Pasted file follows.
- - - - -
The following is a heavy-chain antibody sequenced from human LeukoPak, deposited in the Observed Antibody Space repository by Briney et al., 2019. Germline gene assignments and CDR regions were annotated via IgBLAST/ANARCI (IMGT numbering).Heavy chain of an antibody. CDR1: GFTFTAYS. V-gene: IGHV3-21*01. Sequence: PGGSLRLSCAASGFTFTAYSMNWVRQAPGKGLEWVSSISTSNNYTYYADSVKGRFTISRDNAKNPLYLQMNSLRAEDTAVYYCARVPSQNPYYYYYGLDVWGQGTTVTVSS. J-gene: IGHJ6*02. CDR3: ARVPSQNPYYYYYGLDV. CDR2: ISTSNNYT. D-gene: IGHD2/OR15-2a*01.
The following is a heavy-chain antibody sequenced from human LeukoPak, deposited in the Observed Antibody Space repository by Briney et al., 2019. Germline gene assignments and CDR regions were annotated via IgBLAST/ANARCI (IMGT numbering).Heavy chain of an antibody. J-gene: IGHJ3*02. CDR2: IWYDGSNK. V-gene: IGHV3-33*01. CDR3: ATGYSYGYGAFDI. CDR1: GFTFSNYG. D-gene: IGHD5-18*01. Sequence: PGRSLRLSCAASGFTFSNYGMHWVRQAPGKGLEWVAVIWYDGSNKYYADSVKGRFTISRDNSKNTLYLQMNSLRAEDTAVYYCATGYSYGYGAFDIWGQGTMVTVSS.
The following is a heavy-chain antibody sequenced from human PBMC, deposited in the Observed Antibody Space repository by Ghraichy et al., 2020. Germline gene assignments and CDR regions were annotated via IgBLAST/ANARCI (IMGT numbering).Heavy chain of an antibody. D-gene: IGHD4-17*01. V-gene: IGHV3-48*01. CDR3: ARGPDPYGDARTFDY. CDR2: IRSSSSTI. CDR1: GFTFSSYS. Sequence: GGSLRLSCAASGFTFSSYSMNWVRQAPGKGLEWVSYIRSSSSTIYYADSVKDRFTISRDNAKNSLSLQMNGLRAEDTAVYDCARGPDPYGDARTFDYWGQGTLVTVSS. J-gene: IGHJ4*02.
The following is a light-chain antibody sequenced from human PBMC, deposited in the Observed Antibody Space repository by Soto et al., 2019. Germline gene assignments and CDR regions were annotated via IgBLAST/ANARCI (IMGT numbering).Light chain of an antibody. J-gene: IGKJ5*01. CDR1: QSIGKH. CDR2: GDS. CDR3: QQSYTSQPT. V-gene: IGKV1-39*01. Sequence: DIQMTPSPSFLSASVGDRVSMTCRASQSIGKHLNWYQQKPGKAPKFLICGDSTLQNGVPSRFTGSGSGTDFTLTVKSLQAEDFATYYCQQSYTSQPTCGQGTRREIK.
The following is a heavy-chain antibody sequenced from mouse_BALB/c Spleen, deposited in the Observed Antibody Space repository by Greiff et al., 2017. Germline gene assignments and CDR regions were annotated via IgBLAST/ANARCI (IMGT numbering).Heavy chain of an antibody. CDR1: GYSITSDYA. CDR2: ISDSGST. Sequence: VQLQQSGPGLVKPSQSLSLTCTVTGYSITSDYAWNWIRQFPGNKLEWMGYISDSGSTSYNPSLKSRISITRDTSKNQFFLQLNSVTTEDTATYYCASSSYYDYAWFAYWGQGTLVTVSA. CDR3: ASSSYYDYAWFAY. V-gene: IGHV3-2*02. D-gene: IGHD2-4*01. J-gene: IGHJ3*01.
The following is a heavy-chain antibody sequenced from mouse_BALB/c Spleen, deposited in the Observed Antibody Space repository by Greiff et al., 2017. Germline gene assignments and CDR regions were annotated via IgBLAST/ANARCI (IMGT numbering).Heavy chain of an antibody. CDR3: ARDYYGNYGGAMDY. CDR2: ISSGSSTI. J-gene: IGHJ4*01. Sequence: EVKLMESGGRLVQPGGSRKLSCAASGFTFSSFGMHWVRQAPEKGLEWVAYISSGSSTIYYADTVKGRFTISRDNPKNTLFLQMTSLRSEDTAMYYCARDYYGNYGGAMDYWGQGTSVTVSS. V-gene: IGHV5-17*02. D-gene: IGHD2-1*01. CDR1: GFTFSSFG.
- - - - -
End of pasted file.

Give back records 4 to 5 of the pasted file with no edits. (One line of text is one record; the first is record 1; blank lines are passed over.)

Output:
The following is a light-chain antibody sequenced from human PBMC, deposited in the Observed Antibody Space repository by Soto et al., 2019. Germline gene assignments and CDR regions were annotated via IgBLAST/ANARCI (IMGT numbering).Light chain of an antibody. J-gene: IGKJ5*01. CDR1: QSIGKH. CDR2: GDS. CDR3: QQSYTSQPT. V-gene: IGKV1-39*01. Sequence: DIQMTPSPSFLSASVGDRVSMTCRASQSIGKHLNWYQQKPGKAPKFLICGDSTLQNGVPSRFTGSGSGTDFTLTVKSLQAEDFATYYCQQSYTSQPTCGQGTRREIK.
The following is a heavy-chain antibody sequenced from mouse_BALB/c Spleen, deposited in the Observed Antibody Space repository by Greiff et al., 2017. Germline gene assignments and CDR regions were annotated via IgBLAST/ANARCI (IMGT numbering).Heavy chain of an antibody. CDR1: GYSITSDYA. CDR2: ISDSGST. Sequence: VQLQQSGPGLVKPSQSLSLTCTVTGYSITSDYAWNWIRQFPGNKLEWMGYISDSGSTSYNPSLKSRISITRDTSKNQFFLQLNSVTTEDTATYYCASSSYYDYAWFAYWGQGTLVTVSA. CDR3: ASSSYYDYAWFAY. V-gene: IGHV3-2*02. D-gene: IGHD2-4*01. J-gene: IGHJ3*01.